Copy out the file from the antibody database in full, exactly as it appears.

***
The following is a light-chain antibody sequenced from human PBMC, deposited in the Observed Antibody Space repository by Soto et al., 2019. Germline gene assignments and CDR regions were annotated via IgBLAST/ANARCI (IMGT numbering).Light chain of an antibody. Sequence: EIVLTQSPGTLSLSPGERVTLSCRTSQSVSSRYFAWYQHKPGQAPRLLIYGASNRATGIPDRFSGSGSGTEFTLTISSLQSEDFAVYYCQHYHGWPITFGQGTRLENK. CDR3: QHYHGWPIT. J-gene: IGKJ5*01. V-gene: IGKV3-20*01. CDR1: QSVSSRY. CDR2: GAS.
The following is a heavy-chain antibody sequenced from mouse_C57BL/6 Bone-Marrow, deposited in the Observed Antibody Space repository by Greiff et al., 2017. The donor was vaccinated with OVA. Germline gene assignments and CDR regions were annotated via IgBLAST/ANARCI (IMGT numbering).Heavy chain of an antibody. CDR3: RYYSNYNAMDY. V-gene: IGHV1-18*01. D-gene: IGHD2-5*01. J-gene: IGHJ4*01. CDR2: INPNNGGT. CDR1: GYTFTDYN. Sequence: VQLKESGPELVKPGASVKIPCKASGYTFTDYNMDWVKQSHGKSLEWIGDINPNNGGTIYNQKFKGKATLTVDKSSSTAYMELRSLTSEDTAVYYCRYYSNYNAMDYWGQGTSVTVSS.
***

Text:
The following is a light-chain antibody sequenced from human PBMC, deposited in the Observed Antibody Space repository by Soto et al., 2019. Germline gene assignments and CDR regions were annotated via IgBLAST/ANARCI (IMGT numbering).Light chain of an antibody. Sequence: EIVLTQSPGTLSLSPGERVTLSCRTSQSVSSRYFAWYQHKPGQAPRLLIYGASNRATGIPDRFSGSGSGTEFTLTISSLQSEDFAVYYCQHYHGWPITFGQGTRLENK. CDR3: QHYHGWPIT. J-gene: IGKJ5*01. V-gene: IGKV3-20*01. CDR1: QSVSSRY. CDR2: GAS.
The following is a heavy-chain antibody sequenced from mouse_C57BL/6 Bone-Marrow, deposited in the Observed Antibody Space repository by Greiff et al., 2017. The donor was vaccinated with OVA. Germline gene assignments and CDR regions were annotated via IgBLAST/ANARCI (IMGT numbering).Heavy chain of an antibody. CDR3: RYYSNYNAMDY. V-gene: IGHV1-18*01. D-gene: IGHD2-5*01. J-gene: IGHJ4*01. CDR2: INPNNGGT. CDR1: GYTFTDYN. Sequence: VQLKESGPELVKPGASVKIPCKASGYTFTDYNMDWVKQSHGKSLEWIGDINPNNGGTIYNQKFKGKATLTVDKSSSTAYMELRSLTSEDTAVYYCRYYSNYNAMDYWGQGTSVTVSS.